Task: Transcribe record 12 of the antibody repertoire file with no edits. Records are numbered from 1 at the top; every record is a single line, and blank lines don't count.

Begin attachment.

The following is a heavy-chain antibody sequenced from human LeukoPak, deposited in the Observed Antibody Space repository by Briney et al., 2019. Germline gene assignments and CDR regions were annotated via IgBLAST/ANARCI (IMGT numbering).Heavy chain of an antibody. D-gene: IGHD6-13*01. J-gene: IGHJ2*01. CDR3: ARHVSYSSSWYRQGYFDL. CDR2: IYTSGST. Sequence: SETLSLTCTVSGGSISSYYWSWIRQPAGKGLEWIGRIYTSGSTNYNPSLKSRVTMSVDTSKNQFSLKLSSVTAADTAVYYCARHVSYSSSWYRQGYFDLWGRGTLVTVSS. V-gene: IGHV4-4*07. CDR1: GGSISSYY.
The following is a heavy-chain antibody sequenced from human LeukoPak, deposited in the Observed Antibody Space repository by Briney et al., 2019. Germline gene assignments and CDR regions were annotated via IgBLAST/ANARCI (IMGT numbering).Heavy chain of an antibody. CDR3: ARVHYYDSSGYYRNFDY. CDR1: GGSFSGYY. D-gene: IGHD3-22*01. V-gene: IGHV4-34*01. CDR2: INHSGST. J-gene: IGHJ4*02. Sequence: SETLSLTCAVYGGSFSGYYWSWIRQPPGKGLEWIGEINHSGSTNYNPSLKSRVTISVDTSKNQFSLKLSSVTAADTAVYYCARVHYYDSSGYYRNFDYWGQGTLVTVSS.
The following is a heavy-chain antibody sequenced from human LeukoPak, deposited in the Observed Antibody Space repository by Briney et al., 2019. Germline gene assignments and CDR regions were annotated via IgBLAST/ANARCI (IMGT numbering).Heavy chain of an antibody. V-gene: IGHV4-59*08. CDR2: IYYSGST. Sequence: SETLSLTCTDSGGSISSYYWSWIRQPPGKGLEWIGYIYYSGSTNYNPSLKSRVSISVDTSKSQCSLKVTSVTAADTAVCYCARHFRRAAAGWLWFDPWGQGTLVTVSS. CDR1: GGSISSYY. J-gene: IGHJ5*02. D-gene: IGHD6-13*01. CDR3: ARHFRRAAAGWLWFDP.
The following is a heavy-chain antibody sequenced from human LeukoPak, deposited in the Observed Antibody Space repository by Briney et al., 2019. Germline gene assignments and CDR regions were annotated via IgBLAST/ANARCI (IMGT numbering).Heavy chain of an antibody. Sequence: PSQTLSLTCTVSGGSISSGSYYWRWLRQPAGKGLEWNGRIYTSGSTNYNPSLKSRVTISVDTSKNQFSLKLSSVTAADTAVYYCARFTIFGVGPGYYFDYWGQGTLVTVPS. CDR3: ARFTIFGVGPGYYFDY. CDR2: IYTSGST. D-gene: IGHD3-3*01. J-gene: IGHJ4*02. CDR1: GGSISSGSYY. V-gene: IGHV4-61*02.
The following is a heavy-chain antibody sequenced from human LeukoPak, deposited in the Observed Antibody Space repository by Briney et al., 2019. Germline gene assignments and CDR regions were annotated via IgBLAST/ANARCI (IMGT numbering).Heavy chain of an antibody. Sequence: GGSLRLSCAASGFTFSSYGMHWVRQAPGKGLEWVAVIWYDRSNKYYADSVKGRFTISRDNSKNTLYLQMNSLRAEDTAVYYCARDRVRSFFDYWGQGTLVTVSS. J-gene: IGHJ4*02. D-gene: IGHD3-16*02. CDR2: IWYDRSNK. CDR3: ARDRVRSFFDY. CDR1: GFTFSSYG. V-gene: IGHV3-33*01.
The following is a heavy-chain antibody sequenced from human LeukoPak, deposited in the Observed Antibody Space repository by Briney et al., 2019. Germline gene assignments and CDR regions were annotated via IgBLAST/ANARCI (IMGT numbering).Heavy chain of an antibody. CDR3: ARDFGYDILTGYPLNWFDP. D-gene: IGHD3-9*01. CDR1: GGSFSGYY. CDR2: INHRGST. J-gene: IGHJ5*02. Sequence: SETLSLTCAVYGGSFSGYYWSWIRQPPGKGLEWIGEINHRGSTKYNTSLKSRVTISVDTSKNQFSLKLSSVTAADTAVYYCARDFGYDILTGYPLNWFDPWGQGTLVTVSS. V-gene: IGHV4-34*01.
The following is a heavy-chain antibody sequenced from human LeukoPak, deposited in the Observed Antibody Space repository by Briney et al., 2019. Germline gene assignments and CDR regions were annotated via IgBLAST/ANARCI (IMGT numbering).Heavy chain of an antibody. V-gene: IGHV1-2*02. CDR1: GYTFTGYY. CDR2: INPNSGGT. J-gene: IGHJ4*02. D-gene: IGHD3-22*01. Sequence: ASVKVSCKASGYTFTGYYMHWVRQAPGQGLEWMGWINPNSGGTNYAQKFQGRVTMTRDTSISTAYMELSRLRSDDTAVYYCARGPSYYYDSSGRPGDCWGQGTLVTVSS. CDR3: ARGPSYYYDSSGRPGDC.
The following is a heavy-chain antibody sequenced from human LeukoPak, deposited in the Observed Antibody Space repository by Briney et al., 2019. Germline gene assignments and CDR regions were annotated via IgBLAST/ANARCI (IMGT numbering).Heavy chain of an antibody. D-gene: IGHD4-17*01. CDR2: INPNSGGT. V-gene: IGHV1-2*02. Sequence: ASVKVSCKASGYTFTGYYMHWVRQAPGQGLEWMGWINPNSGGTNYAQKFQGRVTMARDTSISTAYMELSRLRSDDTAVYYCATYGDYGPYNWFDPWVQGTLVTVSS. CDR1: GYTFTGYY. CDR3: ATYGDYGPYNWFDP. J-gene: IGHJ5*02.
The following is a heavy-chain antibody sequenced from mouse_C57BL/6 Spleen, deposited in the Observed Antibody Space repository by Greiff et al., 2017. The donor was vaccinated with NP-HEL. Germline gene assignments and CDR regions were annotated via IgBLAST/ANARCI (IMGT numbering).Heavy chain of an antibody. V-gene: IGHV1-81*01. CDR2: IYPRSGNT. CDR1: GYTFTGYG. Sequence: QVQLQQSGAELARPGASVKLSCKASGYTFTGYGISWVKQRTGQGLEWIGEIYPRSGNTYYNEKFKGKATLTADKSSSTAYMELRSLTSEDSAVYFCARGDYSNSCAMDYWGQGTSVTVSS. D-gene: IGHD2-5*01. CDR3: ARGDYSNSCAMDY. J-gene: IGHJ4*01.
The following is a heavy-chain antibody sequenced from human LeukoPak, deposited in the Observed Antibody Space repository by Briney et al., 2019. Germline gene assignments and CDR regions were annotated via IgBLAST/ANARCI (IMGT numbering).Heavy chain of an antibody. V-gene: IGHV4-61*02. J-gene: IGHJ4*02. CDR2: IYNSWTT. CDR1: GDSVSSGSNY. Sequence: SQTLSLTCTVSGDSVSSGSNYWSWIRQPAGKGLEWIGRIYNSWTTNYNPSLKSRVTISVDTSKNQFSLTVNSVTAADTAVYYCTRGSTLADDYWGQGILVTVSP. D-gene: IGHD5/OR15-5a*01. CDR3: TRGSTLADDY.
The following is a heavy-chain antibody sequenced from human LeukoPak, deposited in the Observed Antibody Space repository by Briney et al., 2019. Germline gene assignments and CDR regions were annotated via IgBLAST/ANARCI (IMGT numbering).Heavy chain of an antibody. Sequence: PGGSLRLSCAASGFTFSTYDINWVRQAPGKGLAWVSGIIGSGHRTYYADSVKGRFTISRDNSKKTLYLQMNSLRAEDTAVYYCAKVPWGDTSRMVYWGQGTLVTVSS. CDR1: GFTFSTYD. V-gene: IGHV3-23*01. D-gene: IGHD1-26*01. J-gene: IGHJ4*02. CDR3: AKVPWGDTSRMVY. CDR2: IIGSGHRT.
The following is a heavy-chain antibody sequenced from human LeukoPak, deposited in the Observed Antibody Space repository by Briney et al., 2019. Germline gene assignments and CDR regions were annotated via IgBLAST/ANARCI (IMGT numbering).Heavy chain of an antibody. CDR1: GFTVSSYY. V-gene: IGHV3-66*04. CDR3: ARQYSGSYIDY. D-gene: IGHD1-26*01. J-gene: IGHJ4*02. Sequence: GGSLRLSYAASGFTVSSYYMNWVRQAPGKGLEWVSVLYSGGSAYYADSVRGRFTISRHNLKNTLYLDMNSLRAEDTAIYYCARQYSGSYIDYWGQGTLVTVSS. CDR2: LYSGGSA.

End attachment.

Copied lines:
The following is a heavy-chain antibody sequenced from human LeukoPak, deposited in the Observed Antibody Space repository by Briney et al., 2019. Germline gene assignments and CDR regions were annotated via IgBLAST/ANARCI (IMGT numbering).Heavy chain of an antibody. CDR1: GFTVSSYY. V-gene: IGHV3-66*04. CDR3: ARQYSGSYIDY. D-gene: IGHD1-26*01. J-gene: IGHJ4*02. Sequence: GGSLRLSYAASGFTVSSYYMNWVRQAPGKGLEWVSVLYSGGSAYYADSVRGRFTISRHNLKNTLYLDMNSLRAEDTAIYYCARQYSGSYIDYWGQGTLVTVSS. CDR2: LYSGGSA.